Assess your skin, and consider what would benefit it most right now – extra hydration? Firming and toning? Is it looking rough or dull? Take an extra moment to acknowledge what’s looking good too!

A little ‘mise en place’ will ensure a calming treatment experience. Chose a bowl made of non-reactive material, such as glass, for mixing. A muslin cloth on hand can be useful to help press the mask into the face and also
for removal. A fan brush makes an ideal applicator, but clean fingers can be just as effective. The more finely an ingredient can be processed, the easier it will be absorbed
by the skin.

A few cucumber slices to place over the eyes not only send a strong ‘do-not-disturb’ signal, the caffeic acid they contain is an antioxidant with proven anti-inflammatory qualities.

Prep skin with a gentle cleanser. Skin absorbs nutrients more easily when damp, so just pat gently to remove
excess water, make sure you’re comfortable and ready to enjoy some serious self care.

Egg white is high in vitamins A and B, but it is the proteins and amino acids
that have the most benefits for skin. Lysozyme in egg white is an effective astringent, meaning it can tighten pores, zap blackheads and draw out excess oils. The protein Albumin in particular is responsible for egg’s tightening effect on the skin – we’re talking a natural (albeit temporary) mini facelift. Combining egg white with grapes adds the power of resveratrol – a breakthrough antioxidant that has been found not only to act on the surface of the skin itself to fight free radicals, but may also stimulate synthesis of antioxidant enzymes, meaning that it encourages skin to increase its own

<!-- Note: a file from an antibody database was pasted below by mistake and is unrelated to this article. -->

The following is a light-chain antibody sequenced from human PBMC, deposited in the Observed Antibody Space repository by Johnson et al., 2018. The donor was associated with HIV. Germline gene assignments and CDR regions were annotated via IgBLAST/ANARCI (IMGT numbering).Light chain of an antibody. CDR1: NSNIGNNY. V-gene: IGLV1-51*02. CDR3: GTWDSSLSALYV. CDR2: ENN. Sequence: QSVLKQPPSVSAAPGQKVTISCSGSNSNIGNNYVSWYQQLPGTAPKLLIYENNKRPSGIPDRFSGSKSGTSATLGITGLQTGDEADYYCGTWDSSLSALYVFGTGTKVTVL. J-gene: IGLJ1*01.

defenses against environmental aggressors like UVA and UVB from the sun.
To prepare this mask, separate an egg and whisk white into a light foam with a fork.